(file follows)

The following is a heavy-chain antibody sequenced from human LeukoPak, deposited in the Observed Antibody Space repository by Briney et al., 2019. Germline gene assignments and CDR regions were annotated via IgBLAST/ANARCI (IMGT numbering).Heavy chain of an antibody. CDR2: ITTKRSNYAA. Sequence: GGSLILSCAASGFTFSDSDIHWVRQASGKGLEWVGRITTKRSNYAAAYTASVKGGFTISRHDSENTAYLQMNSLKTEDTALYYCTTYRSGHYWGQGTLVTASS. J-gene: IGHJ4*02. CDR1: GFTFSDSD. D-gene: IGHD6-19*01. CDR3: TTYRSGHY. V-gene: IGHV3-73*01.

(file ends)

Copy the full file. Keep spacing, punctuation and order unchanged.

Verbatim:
The following is a heavy-chain antibody sequenced from human LeukoPak, deposited in the Observed Antibody Space repository by Briney et al., 2019. Germline gene assignments and CDR regions were annotated via IgBLAST/ANARCI (IMGT numbering).Heavy chain of an antibody. CDR2: ITTKRSNYAA. Sequence: GGSLILSCAASGFTFSDSDIHWVRQASGKGLEWVGRITTKRSNYAAAYTASVKGGFTISRHDSENTAYLQMNSLKTEDTALYYCTTYRSGHYWGQGTLVTASS. J-gene: IGHJ4*02. CDR1: GFTFSDSD. D-gene: IGHD6-19*01. CDR3: TTYRSGHY. V-gene: IGHV3-73*01.